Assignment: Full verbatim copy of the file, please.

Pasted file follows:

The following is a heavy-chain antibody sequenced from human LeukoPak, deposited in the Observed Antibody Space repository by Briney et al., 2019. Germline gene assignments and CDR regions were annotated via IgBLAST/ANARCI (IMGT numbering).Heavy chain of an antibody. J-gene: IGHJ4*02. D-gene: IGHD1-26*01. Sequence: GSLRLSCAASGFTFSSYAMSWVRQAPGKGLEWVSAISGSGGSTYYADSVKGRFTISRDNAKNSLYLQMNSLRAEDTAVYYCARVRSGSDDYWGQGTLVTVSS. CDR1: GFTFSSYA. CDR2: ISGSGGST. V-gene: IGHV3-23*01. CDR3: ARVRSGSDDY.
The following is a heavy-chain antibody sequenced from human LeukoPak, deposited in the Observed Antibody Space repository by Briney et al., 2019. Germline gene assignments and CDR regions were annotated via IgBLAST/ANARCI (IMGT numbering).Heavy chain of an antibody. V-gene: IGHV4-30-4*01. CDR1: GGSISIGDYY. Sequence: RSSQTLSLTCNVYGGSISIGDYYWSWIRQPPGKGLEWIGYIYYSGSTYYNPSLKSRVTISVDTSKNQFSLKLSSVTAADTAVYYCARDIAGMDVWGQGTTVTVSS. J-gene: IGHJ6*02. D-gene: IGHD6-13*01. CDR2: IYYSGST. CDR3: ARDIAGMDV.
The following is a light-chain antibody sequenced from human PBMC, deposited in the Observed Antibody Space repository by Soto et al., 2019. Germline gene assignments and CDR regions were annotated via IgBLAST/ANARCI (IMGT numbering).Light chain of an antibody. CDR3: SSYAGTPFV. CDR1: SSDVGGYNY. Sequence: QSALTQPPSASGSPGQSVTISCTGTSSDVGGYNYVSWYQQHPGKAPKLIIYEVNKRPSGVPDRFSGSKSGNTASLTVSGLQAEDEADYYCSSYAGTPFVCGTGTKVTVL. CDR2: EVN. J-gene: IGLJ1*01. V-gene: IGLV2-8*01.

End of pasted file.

The following is a heavy-chain antibody sequenced from human LeukoPak, deposited in the Observed Antibody Space repository by Briney et al., 2019. Germline gene assignments and CDR regions were annotated via IgBLAST/ANARCI (IMGT numbering).Heavy chain of an antibody. J-gene: IGHJ4*02. D-gene: IGHD1-26*01. Sequence: GSLRLSCAASGFTFSSYAMSWVRQAPGKGLEWVSAISGSGGSTYYADSVKGRFTISRDNAKNSLYLQMNSLRAEDTAVYYCARVRSGSDDYWGQGTLVTVSS. CDR1: GFTFSSYA. CDR2: ISGSGGST. V-gene: IGHV3-23*01. CDR3: ARVRSGSDDY.
The following is a heavy-chain antibody sequenced from human LeukoPak, deposited in the Observed Antibody Space repository by Briney et al., 2019. Germline gene assignments and CDR regions were annotated via IgBLAST/ANARCI (IMGT numbering).Heavy chain of an antibody. V-gene: IGHV4-30-4*01. CDR1: GGSISIGDYY. Sequence: RSSQTLSLTCNVYGGSISIGDYYWSWIRQPPGKGLEWIGYIYYSGSTYYNPSLKSRVTISVDTSKNQFSLKLSSVTAADTAVYYCARDIAGMDVWGQGTTVTVSS. J-gene: IGHJ6*02. D-gene: IGHD6-13*01. CDR2: IYYSGST. CDR3: ARDIAGMDV.
The following is a light-chain antibody sequenced from human PBMC, deposited in the Observed Antibody Space repository by Soto et al., 2019. Germline gene assignments and CDR regions were annotated via IgBLAST/ANARCI (IMGT numbering).Light chain of an antibody. CDR3: SSYAGTPFV. CDR1: SSDVGGYNY. Sequence: QSALTQPPSASGSPGQSVTISCTGTSSDVGGYNYVSWYQQHPGKAPKLIIYEVNKRPSGVPDRFSGSKSGNTASLTVSGLQAEDEADYYCSSYAGTPFVCGTGTKVTVL. CDR2: EVN. J-gene: IGLJ1*01. V-gene: IGLV2-8*01.